A Quicker Way To Create VLookUps Across Multiple Columns
Recently I have been asked by a few people for a quicker way to create VLookUps across multiple columns.
In each case the user wanted a VLookUp to pull in several columns of data, but did not want to have to create a VLookUp for each column (one case would have been over 20 columns of data).
I have covered VLookUps in an earlier post, if you are not familiar with them click here to read the earlier post.
For demonstration purposes I have created a file with two sheets, one with sales details and one with details of parts.
The “Sales” sheet contains a list of part numbers sold and their quantities. Column G contains a formula multiplying the quantity in Column F by the cost that will be in Column E.
We will fill in the details for Columns B to E from the “Parts” sheet (extract below).
Normally the VLookUps in columns B and C would look like this:
A VLookUp would be created for each column and dragged down for all relevant rows.
This is OK if you have just a few rows of columns to look up, but the users that came to me had a lot more (1 case had about 5 columns relating to addresses alone plus more for fax numbers, phone numbers, contact names, email addresses, etc). He did not want to have to create a lot of individual VLookUps across all the relevant files he was working on.
I showed these users a quicker way to create VLookUps across multiple columns with just a small change to a standard VLookUp.
Step 1 – Column Index Numbers
The first thing I did was add a row at the top that will be hidden later.
Above each column that I will be entering a VLookUp in, I have entered the column index number that I would be using in the VLookUps for that column. So, for example, the column index of the “Description” column is 4, so I entered 4 above the “Description” column. These numbers will be used in our VLookUps in a minute.
Step 2 – First VLookUp
Next, I create my first VLookUp.
For the Table Array, I select the whole table, not just up to the column I am looking up.
Step 3 – Make LookUp Value Column Absolute
So far our VLookUp is no different to any other VLookUP, except the whole table has been selected.
Next, we want to make our look-up value absolute.
As we drag our formula to the right, “A3” becomes “C3”, then “D3” and so on.
By putting a dollar sign ($) in front of the column reference (A) we tell Excel that as we drag the formula to the right we want the look-up value to remain as A.
If we drag the formula down rows the row number will change from 3 to 4 to 5 and so on. We have only made the column reference absolute, the row number can still change which is what we want.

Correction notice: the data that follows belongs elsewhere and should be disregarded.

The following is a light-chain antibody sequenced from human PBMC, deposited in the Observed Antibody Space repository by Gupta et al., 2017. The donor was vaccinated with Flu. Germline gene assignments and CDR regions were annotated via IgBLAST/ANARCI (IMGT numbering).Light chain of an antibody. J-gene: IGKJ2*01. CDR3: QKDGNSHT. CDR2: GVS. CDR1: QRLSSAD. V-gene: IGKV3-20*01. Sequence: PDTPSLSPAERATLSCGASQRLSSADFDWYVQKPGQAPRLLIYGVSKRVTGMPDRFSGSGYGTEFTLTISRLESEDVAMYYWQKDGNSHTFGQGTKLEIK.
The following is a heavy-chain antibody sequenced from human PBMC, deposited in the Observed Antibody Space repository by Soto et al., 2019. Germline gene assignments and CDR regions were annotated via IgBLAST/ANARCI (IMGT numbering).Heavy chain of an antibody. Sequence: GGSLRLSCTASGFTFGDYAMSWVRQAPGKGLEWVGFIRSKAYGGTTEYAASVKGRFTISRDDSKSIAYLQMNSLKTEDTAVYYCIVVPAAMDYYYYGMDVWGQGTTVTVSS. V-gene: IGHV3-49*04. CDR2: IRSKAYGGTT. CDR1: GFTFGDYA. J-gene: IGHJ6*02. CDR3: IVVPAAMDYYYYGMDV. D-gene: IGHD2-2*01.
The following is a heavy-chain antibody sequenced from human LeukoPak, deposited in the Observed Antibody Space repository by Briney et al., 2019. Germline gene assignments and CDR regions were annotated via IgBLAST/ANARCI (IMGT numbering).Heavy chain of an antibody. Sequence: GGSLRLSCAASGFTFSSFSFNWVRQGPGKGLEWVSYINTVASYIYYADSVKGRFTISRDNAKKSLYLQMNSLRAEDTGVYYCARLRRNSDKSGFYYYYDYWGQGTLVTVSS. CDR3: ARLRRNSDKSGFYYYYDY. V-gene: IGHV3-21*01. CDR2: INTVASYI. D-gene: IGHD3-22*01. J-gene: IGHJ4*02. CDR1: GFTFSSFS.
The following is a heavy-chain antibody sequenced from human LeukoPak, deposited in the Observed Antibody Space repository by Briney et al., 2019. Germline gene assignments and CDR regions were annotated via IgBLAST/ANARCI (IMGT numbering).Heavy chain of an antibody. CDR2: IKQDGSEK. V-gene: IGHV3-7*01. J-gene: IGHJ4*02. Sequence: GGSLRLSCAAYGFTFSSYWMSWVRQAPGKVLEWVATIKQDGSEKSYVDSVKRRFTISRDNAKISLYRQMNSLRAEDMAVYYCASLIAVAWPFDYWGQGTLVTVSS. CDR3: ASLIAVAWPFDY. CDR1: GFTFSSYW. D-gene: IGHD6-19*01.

Our formula is now =VLOOKUP($A3,Parts!A:E,4,0).
Step 4 – Make Table Array Absolute
We have changed the look up value to “$A3” so that A does not change. On the table array, we want the A to stay the same as well. It doesn’t matter if the E changes or not, it won’t effect the results of our formula.
Our formula is now =VLOOKUP($A3,Parts!$A:E,4,0).
Step 5 – Update Column Index Number
If we dragged our formula as it stands across all columns we would get the description in every column because the formula is looking up column index 4.
We need to update the column index for each column we are entering a VLookUp formula in.
This is where we entered the column index numbers in row 1.
Delete the column index number (4) from the formula and replace it by clicking on the number entered earlier (in my case in B1).
If you drag your formula now across the columns you will see that it works, but if you drag it down a few rows you will notice a problem.
As we drag the formula across columns, the column index reference goes from B3 to C3 to D3 and so on, which is what we want.
But as we drag the formula down rows the row number of the column index section changes – which we don’t want.
By putting a dollar sign in front of the row number of this section (B$1) we tell Excel not to change the row reference, but to change the column reference as we drag this formula across and down.
This formula is now ready to be dragged across and down our entire table.
After hiding row 1, our table looks like this:
In the actual file that I have been using to demonstrate this, there are about 150 rows of data below the above rows.
Create VLookUps Across Multiple Columns
This may seem like a long post, but really the task of creating VLookUps across multiple columns involves one normal VLookUp, slightly amended and a hidden row of data to help speed up the process.
I have 4 columns that the VLookUp has been copied across in my example above, but in reality I have applied this technique to over 30 columns of data,so as you can imagine this technique has saved me (and now others) quite a bit of time.
Try it yourself, you might follow this post step by step, but very quickly it should become second nature changing a normal formula to suit your needs.
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